April 2, 2008
Re: Mena Williams
To Whom It May Concern:
Ms. Williams, a pleasant and articulate 41-year old woman, has been a patient at Lyme Resource Medical, P.C., since June 5, 2007, when she presented with symptoms including (but not limited to) severe insomnia, abdominal pain, joint pain, leg pain, heart palpitations, neurocognitive deficits, extreme fatigue and depression. A copy of her complete Lyme symptoms check list has been attached.
Blood work from LabCorp in June 2007 revealed a low CD57 of 36 (normal range 60-360), reflecting suppressed immune function as reflected in natural killer cell activity. This finding is common among chronic Lyme patients. A copy of the lab report is enclosed.
Ms. Williams had previously been diagnosed with Borreliosis (Lyme disease) in 2003 by Dr. Joseph Burruscano, and had been seen by many other physicians and specialists prior to her first visit to our practice. The diagnosis was confirmed in December of 2003 by positive Lyme IgG and IgM Western blot from Igenex, Inc. (copies enclosed). Her increasingly severe symptoms resulted in her stopping work as a research biochemist in December of 2005.
Post-Lyme syndrome, including post-Lyme encephalopathy, is a possible explanation for Ms. Williams’ multiple neurocognitive deficits. A SPECT scan of her brain, done at Columbia Presbyterian Medical Center in September 2005, revealed a moderate to severe decrease in cerebral cortical perfusion, findings consistent with Lyme encephalopathy. Please find a copy of the report attached.
Despite treatment with a variety of oral and intravenous antibiotics, Ms. Williams continued to experience worsening symptoms. Her sleep was severely disturbed, resulting in vastly reduced ability to perform tasks. A sleep study done on June 11, 2007, at Cornell University/New York Presbyterian Hospital shows significant abnormalities, including severe sleep onset difficulties, severely reduced sleep time, and non-restorative sleep. Please find a copy of this study enclosed.
Sleep medications prescribed for Ms. Williams include Ambien, Klonopin, Xanax, Trazodone, Remeron, and Xyrem. Unfortunately, these medications have provided scant relief of her insomnia, while leaving her groggy and unable to concentrate and function when she is awake. She also suffers from daytime sleepiness.
Closely linked to her chronic persistent insomnia is Ms. Williams’ extreme fatigue. She has been diagnosed with chronic fatigue syndrome. Again, an inability to perform tasks is a consequence of this condition.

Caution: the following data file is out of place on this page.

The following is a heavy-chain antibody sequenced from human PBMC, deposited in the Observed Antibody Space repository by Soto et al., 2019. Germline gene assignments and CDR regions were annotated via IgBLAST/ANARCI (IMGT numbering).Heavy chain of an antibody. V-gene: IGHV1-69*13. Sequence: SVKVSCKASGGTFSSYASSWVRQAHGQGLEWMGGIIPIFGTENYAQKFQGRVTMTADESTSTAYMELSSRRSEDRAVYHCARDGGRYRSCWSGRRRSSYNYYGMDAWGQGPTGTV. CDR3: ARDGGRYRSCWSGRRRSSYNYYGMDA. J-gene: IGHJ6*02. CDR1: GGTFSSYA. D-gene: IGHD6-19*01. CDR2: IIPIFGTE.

A neuropsychological evaluation performed at Columbia University Medical Center on July 7, 2007, found Ms. Williams to be a woman of superior intelligence with impairments in processing speed, attention and memory. In addition to significant decline in memory and concentration, the evaluation noted prominent depression and mood problems. A copy of the report is enclosed.
Ms. Williams scored in the severe range on both the Beck Depression and Zung Anxiety Scales. This represents a departure from her cheerful and industrious approach to life before her illness. Ms. Williams’ illness appears to have induced a treatment-resistant major depressive disorder. She has tried several antidepressants, and currently takes Amitriptyline (Elavil) and mirtazapine (Remeron) without significant relief of symptoms.
She also suffers from severe and poorly controlled pain, particularly left-sided abdominal pain and pain in her left leg. She has been prescribed Oxycodone and Tramadol for this pain, medications which result in further impairment of ability to perform tasks.
Treatment with intravenous Doxycycline 100 mg bid was initiated on August 30, 2007. During the fall Ms. Williams demonstrated significant improvement, with lessening of abdominal pain, moderately improved sleep, and improved ability to concentrate, and decrease anxiety. Unfortunately, as is often the case with persistent Lyme infection, her illness continues to follow a relapsing and remitting course. In the past several weeks she experienced an increase in symptoms including sleep disturbances, gastrointestinal problems, sinusitis, fatigue and loss of energy.
Despite her dedicated search for effective treatment, Ms. Williams has been unable to recover her health and stamina to the point where she could meet the demand of any job.
Due to the severity, persistence and chronic nature of her symptoms, her prognosis is guarded. It remains uncertain that Ms Williams will ever regain her ability to sustain employment.
Upon review of Ms Williams’ history it is apparent that a patient with such obvious and well-documented impairments has long been eligible for disability. Indeed, the question here should not be whether Ms. Williams’ qualifies for disability benefits, but why she has not received such benefits already.
Please contact our office if we may be of further assistance regarding Ms. Williams.
Bernard D. Raxlen, MD Carolyn B. Welcome, PA-C